Tuesday, March 29, 2016

White Box Cyberpunk: Common Tasks V.3

Since I've revised the classes,  (see my earlier post from today) I'm also revising the "common activities" / tasks system. The basic idea is still swiped straight from Lamentations. A basic recap of the system:

Everyone has a base 1-in-6 chance to perform these tasks, with the following exceptions:
-Enforcers have a 2-in-6 for sneak attack.
-Neuromancers have a 2-in-6 for bypass and decrypt.
-The infiltrator may use the covert ops ability to replace acrobatics, bypass, climbing, decrypt, skulk,  slight of hand, and sneak attack. All of these tasks are essentially covered.

Each task has a linked ability score. Characters who have a score of 15 or greater in the linked ability score receive +1 to their score for that task.

Acrobatics   [Dex] - Used for balance, tumbling, jumping, and other such feats. A successful acrobatics check might allow a character to roll past an enemy, impose a penalty on an enemy's attack rolls, or other effects determined by the GM.

Bypass  [Int]- A character with a wireless device or electronic tools can use this skill to bypass doors, cameras, and other security measures. Failure may trigger the trap or alarm if there is one.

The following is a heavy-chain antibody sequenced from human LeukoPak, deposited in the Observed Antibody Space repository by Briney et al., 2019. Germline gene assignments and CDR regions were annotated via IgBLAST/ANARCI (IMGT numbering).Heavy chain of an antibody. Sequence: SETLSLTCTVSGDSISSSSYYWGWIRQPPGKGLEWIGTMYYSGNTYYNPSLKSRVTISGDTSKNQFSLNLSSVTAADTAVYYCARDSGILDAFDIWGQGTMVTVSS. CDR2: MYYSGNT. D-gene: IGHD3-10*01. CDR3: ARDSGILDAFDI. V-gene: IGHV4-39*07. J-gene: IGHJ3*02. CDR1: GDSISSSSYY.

Climbing [Str]- The ability to make an ascent or descent without climbing gear. Failure might result in being unable to climb, getting stuck halfway, or falling, depending on the circumstances and the GM's discretion.

Decrypt  [Int]- The ability to unscramble downloaded data that has been encrypted.

Jury-Rig [Int]- The ability to make a quick and dirty repair; hotwire a car, patch up a damaged weapon, etc. These repairs are basic and temporary.

Medic |Int|- This is immediate first aid, meant to prevent characters from bleeding out.

Skulk  [Dex]- The ability to move quietly or hide in shadows.

Sleight of Hand [Dex]- The ability to palm objects, pick pockets, and other surreptitious tasks.

Sneak Attack [Dex]- When attacking a target that is unaware of the character's presence, a successful sneak attack roll grants the character a +4 to hit and will double the amount of damage rolled on the dice. On a failure, the character still receives +2 for the opponent being unaware. This can be used with a ranged weapon, but only out to the weapon's short range increment.

Perception [Wis]- This will allow a character to notice hidden things or observe minute details. (A humming invisible laser barrier, approaching guards, conversation on the other side of the door, etc)

8 comments:

  1. Should everyone at least have some chance of Influencing reactions of NPCs or is that different than the face's ability?